Research & Clinical Trials
The most remarkable advances in cardiovascular medicine all started with research initiatives. At the Pat and Jim Calhoun Cardiology Center, exciting research projects are being carried out at both the clinical and pre-clinical levels. Some of the far-reaching initiatives currently under investigation include:
- Genetics of cardiomyopathy
- Monitoring and prevention of heart disease in cancer patients
- New therapies for ischemic stroke
- Blood vessel aneurysm formation
- Novel ways to prevent the progression of coronary artery disease
- Protecting against heart attacks by decreasing the damage or by restoring blood flow to areas affected by clogged arteries
- Enhancing the performance of failing hearts
- Detecting heart damage earlier and more accurately
- Precisely detecting the presence of circulation blockage
Many of these research projects support and expand upon our unique strengths and areas of excellence like the Center for Vascular Biology that is focused solely on the study of blood vessel function.
About Clinical Trials
Choosing to participate in a clinical trial is an important and personal decision. The following frequently asked questions will provide you with detailed information about clinical trials. In addition, it is often helpful to talk to your health care provider, family members, or friends about deciding to join a trial. After you have identified some trial options, the next step is to contact the study research staff and ask questions about specific trials.
A clinical trial is a research study to answer specific questions about vaccines, new therapies, or new ways of using known treatments. Clinical trials (also called medical research and research studies) are used to determine whether new drugs or treatments are both safe and effective. Carefully conducted clinical trials are the fastest and safest way to find treatments that work.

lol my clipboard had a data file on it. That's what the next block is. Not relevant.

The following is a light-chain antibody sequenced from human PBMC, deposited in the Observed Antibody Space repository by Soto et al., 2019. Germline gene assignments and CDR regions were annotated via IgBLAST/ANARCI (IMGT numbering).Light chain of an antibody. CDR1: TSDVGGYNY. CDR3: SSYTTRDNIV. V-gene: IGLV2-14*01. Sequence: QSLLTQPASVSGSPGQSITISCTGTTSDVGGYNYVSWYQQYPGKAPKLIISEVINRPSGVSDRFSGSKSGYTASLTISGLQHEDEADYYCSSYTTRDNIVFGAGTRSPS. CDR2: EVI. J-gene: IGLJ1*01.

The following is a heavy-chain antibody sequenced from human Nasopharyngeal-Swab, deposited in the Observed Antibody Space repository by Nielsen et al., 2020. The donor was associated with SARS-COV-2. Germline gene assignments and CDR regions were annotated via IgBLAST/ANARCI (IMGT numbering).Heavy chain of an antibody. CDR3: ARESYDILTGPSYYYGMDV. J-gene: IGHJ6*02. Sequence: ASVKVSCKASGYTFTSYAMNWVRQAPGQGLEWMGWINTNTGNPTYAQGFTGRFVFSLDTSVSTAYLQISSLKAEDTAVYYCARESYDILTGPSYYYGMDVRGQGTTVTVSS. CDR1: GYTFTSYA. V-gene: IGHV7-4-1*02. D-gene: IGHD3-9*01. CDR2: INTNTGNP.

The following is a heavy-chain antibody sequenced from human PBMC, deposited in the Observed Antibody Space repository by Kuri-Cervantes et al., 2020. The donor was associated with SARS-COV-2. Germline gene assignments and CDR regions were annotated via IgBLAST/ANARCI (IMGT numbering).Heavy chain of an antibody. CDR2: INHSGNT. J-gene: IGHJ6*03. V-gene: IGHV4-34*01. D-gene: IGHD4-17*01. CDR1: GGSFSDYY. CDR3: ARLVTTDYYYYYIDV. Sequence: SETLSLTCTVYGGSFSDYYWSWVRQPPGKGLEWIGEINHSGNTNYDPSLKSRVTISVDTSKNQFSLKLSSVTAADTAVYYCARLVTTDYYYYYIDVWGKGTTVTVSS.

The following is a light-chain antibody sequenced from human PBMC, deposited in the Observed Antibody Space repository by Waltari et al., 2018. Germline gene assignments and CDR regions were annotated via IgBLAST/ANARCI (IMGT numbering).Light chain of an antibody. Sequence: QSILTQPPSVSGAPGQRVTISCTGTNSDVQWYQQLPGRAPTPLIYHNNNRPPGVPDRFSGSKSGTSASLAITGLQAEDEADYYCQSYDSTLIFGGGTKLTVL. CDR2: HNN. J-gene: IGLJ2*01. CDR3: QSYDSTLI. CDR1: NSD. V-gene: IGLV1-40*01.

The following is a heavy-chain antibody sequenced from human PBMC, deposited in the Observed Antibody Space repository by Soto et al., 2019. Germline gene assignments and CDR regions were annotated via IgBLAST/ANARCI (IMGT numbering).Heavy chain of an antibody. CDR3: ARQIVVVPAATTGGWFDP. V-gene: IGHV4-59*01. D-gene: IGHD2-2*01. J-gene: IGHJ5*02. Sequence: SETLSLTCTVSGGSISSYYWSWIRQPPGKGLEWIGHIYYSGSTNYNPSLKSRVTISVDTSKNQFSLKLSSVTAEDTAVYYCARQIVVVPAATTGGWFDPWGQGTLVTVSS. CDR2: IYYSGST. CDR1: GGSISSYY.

Ideas for clinical trials usually come from researchers. Once researchers test new therapies or procedures in the laboratory and get promising results, they begin planning Phase I clinical trials. New therapies are tested on people only after laboratory and animal studies show promising results.
All clinical trials are based on a set of rules called a protocol. A protocol describes what types of people may participate in the trial, the schedule of tests, procedures, medications, and dosages, and the length of the study. While in a clinical trial, participants are seen regularly by the research staff to monitor their health and to determine the safety and effectiveness of their treatment.
Clinical trials of experimental drugs proceed through four phases:
- In Phase I clinical trials, researchers test a new drug or treatment in a small group of people (20-80) for the first time to evaluate its safety, determine a safe dosage range, and identify side effects.
- In Phase II clinical trials, the study drug or treatment is given to a larger group of people (100-300) to see if it is effective and to further evaluate its safety.
- In Phase III studies, the study drug or treatment is given to large groups of people (1,000-3,000) to confirm its effectiveness, monitor side effects, compare it to commonly used treatments, and collect information that will allow the drug or treatment to be used safely.
Phase IV studies are done after the drug or treatment has been marketed. These studies continue testing the study drug or treatment to collect information about their effect in various populations and any side effects associated with long-term use.
The government has strict guidelines and safeguards to protect people who choose to participate in clinical trials. Every clinical trial in the U.S. must be approved and monitored by an Institutional Review Board (IRB) to make sure the risks are as low as possible and are worth any potential benefits.
An IRB is an independent committee of physicians, statisticians, community advocates, and others that ensures that a clinical trial is ethical and the rights of study participants are protected. All institutions that conduct or support biomedical research involving people must, by federal regulation, have an IRB that initially approves and periodically reviews the research.